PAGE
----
Here are some basic travel safety tips while you’re visiting Kyoto to make sure you have the best time possible. These recommendations work in any city you visit. So, remember them whenever you are about to embark on any trip.
The post How to Have the Most Rewarding Time While Visiting Kyoto appeared first on Wandering Earl.
Americans sure love to travel. Over 45 million Americans traveled abroad in 2019 – some of them for business, others for pleasure. And while the pandemic has dampened those numbers, the need to experience the sights and sounds of the world remains.
Whether you’re traveling for business or pleasure, here’s a quick tax guide to get you started.
Yes! A few have even decided to make the most of the ongoing situation to travel the world.
In an effort to boost flagging visitor numbers, some countries such as Estonia and Bermuda have offered special visas for Americans who want to temporarily work abroad. Since many companies have allowed their employees to work from home for the foreseeable future, the idea is to attract people who might want to continue working in an exotic destination.
It sounds like the perfect solution for people who don’t want to spend their time cooped up in their homes or apartments. They get to live in a foreign country while keeping their old jobs. But traveling and working abroad comes with responsibilities, chief of which is your taxes.
Your tax situation depends on where you stay, and the length of time you spend abroad. It is estimated that over 10 million Americans live abroad long-term. Some of them stay in one place, while others jump from country to country.
But what does this mean for you?
If you spend a total of 330 days abroad during a 12-month period, you meet the Physical Presence Test. Meeting this test is crucial if you want to avail yourself of the many tax benefits available to American expats and travelers.
It’s important that you keep track of your time spent abroad. Even coming up a day short of the 330-day requirement means you forfeit any expat tax benefits that will help you reduce your tax liability.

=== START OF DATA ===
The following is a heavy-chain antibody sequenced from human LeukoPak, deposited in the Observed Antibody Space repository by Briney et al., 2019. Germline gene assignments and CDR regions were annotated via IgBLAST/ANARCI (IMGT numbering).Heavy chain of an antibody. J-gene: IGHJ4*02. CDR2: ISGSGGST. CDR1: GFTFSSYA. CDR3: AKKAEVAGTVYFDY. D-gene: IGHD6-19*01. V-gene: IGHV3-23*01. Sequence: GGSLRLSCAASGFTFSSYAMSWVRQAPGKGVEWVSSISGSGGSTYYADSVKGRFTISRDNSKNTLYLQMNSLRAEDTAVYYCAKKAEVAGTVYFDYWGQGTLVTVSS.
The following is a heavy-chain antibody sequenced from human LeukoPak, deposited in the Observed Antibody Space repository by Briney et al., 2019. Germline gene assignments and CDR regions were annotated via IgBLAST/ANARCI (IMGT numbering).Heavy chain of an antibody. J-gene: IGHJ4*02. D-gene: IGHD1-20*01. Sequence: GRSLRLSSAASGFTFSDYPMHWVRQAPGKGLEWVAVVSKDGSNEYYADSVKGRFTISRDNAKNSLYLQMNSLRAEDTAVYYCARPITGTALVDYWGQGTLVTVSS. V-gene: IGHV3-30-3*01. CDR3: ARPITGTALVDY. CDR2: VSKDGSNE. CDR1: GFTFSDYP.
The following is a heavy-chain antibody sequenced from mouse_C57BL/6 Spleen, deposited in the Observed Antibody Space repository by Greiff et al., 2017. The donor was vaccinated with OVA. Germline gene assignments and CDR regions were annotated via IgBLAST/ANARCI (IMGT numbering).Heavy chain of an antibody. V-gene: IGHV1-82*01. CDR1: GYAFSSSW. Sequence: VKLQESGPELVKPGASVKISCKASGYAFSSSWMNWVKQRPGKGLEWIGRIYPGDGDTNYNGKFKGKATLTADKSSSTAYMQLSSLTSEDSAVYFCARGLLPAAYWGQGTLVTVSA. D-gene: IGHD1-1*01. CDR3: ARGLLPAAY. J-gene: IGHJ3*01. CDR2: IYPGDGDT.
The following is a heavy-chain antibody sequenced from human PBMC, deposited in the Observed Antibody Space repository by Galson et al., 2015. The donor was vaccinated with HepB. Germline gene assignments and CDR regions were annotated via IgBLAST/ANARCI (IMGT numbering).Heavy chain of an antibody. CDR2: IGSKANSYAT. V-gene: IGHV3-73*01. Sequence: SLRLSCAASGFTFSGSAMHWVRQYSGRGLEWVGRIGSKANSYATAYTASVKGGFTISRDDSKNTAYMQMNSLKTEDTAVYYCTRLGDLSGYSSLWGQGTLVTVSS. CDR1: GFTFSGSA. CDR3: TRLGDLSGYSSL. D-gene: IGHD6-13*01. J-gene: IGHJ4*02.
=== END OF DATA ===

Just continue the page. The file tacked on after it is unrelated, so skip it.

Your length of stay could also determine your tax residency in that country. This means that you would be subject to that country’s tax laws. It’s important that you do your research ahead of time before making any big decisions.
Yes. The United States is one of the few countries in the world to adopt a citizenship-based tax system. This means that American citizens and permanent residents (also known as Green Card holders) have to pay U.S. taxes and file a federal tax return, even if they are based overseas.
Your worldwide income is also taxed by the IRS. Let’s say you decided to open a small side business during your stay abroad, while still keeping your day job for a U.S.-based company. Even if you don’t live in the United States and the business is based in a foreign country, both sources of income are subject to U.S. tax laws.
Living and working abroad, while exciting, also comes with a lot of challenges. You have to navigate two different tax systems, which could lead to double taxation. It’s important that you understand all the benefits available to you if you want to minimize your tax liability.
One of the biggest tax benefits available to expats is the Foreign Earned Income Exclusion (FEIE).
The FEIE allows expat taxpayers to exclude a certain amount of foreign earnings from federal income tax. For the tax year 2021, the FEIE threshold is $108,700. You still need to file a federal tax return even if your income doesn’t exceed the threshold and you have no tax liabilities.
To claim the FEIE, the taxpayer must meet the Physical Presence Test.
Another tax benefit you need to know is the foreign tax credit. Expats who have paid income tax to a foreign government can claim a dollar-for-dollar credit to reduce their U.S. tax bill.
Let’s say you’ve paid $1,000 of income tax to a foreign government. You can take a tax credit to reduce your U.S. tax bill by the same amount.
Once you have claimed the FEIE, you cannot take a tax credit for taxes on excluded income. You can, however, take a tax credit on foreign-earned income that exceeds the FEIE threshold.
It’s important that you straighten out your finances before deciding to move abroad. Moving to a foreign country without a proper plan can lead to issues with your tax return. You can always talk to tax experts, such as those at TFX, if you need help clarifying your tax situation.
This post was written by Veronica Rhodes of TFX. TFX is a women-owned tax firm that offers all U.S. tax services — for both American citizens and non-citizens with U.S. tax filing requirements. From straightforward expat tax preparation to complex cases involving multiple factors — we’ve handled it all for over 25 years.
The post Taxes for Travelers Abroad: 5 Things You Need To Know appeared first on Wandering Earl.
Archaeologist Sergio Gomez displays a pot that’s shaped in the image of storm god Tlaloc, found inside a 2,000-year-old tunnel built under the ornate Feathered Serpent Pyramid, which Gomez believes recreated the underworld and was used to initiate new rulers among other religious rituals, in the ruins of Teotihuacan, in San Juan Teotihuacan, Mexico August 12, 2021. Toya Sarno Jordan / Reuters
— Sean O’Neill
Beachgoers hang out on the shore of the Mediterranean sea in Tel Aviv as coronavirus disease restrictions eased in Israel in May 2020. Amir Cohen / Reuters
— Sean O’Neill
The post 10 Places to Visit in Turkey (That Aren’t Istanbul) appeared first on The Blonde Abroad.